New Zealand is ranked as the worst developed country in the OECD for family violence.
In NZ only 33% of family violence is reported. On average police attend a family violence episode every 4 minutes. 67% of family violence episodes remain unreported.
Nearly half of all homicides and reported violent crime are related to family violence
Family harm events have increased 60% over the past 5 years and are predicted to increase by a further 35% by 2025.
In New Zealand, it is estimated that only 33% of family violence cases are reported (1).
On average, police attend a family violence episode every four minutes (1).
67% of family violence episodes still remain unreported (1).
Nearly half of all homicides and reported violent crimes are related to family violence (2).
Family violence events have increased 60% over the past five years and are predicted to increase by a further 35% by 2025 (3).
In 2020 and 2021, there were 155,338 family harm incidences which accounted for 16% of all police frontline activity (1).
Children are present at nearly two-thirds of all family violence incidents police respond to. If this increase continues police anticipate their response to time will almost half – from four minutes to two and a half minutes by 2025 (1).
Below is a breakdown of family violence statistics based on gender, age, ethnicity, disability and employment.
Research suggests that one in three (33%) of New Zealand women have experienced physical or sexual intimate partner violence (IPV) in their lifetime (4).
When psychological abuse is added (where economic harm sits), it increases to one in two (55%) (4).
One in eight men reported being victims of family violence (5).
Gay, lesbian and bisexual adults experience intimate partner physical and sexual violence more than twice as often as other New Zealanders (6).
Compared with other New Zealanders, adolescents between the ages of 15 and 19 have the highest rates of intimate partner violence (7).
One in three (29%) young people reported being hit or harmed by a partner and up to 60% of high school students are recorded as having been in an emotionally or physically abusive relationship (7).
21% per cent of women who stayed in the refuge were also under 20 (15- 19 years) (8).
One in ten elderly experience family violence and 70% of those who experience harm are women (9).
Evidence suggests that psychological abuse is the most common form of elder abuse and financial abuse is next most frequent, accounting for more than 50% of the recorded incidences (10).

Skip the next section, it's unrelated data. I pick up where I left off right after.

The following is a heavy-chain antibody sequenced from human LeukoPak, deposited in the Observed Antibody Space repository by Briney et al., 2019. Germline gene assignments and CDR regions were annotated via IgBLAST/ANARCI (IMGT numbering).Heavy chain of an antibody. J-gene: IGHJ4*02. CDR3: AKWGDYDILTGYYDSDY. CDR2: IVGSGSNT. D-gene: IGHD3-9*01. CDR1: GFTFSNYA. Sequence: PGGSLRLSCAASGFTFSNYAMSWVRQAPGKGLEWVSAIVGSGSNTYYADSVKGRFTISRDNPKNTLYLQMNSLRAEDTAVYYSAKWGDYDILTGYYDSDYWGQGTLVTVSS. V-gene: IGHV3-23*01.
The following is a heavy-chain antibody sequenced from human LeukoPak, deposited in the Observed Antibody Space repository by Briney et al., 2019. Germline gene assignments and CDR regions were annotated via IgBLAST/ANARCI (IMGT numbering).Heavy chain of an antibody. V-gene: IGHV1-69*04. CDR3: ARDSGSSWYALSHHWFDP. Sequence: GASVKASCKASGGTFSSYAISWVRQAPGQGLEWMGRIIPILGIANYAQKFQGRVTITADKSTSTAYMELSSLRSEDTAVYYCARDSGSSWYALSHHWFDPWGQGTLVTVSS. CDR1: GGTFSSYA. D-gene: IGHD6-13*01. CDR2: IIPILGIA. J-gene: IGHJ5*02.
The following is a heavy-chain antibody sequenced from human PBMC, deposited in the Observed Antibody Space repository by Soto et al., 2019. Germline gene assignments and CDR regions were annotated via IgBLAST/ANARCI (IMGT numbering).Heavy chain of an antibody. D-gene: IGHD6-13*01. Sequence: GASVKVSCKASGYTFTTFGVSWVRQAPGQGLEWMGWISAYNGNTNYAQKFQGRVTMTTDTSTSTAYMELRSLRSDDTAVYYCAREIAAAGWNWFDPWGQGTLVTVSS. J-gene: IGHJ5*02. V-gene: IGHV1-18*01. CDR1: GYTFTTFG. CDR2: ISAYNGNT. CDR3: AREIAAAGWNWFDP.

Research suggests that some groups are at higher risks than others of experiencing family violence.
Physical and sexual IPV affects one in two (58%) of Māori women over a lifetime. When other forms of violence are included, this could be as high as 80% (11).
Physical and sexual IPV affects one in three (34%) of European women over a lifetime and one in three (32%) of Pacific women (?).
Asian women report a lower lifetime prevalence of one in ten (11.5%), but advocates believe there are lower rates of reporting in Asian Communities (4).
Disabled people experience higher rates of both partner violence and non-partner violence (13).
Family violence costs NZ employers at least $368 million annually (14).
Of women who experienced family violence over the period of a year, 19% indicated that the abuse continued at work (15).
There is limited data in New Zealand relating specifically to economic harm as a form of family violence.
This is due to it not being well understood and often more invisible than other forms of violence, as it sits within psychological abuse in the family violence act.
Recent research by Pro. Janet Fanslow – showed an increase in the lifetime prevalence of controlling behaviours towards women and double the rates of economic abuse from a male partner. From 4.5% in 2003 to 8.9% in 2019 (4).
In partnership with AUT, we are actively looking to undertake a comprehensive national study next year in line with current research to establish the prevalence of economic harm in New Zealand.
When we look at NZ’s family violence prevalence figures alongside international economic harm research, it is estimated that economic harm would be a significant part of our family violence statistics. This is backed up by anecdotal reports from our own and others’ experience working directly with clients in the family violence sector.
In Australia, women who experienced IPV, nearly all (99%) of them also experienced economic harm, including financial control and exploitation (16).
In the UK, 95% of women who experience domestic abuse also report experiencing economic harm (17).
In the USA, one in four women experiences family violence. Nearly all those cases include financial abuse. “In 99% of these cases, financial abuse is one of the main reasons victims can’t leave and remain in the abusive relationships.” (18).
In the USA, up to 99% of family violence victims experience economic harm during an abusive relationship, with finances often being cited as the biggest barrier to leaving an abusive relationship (19).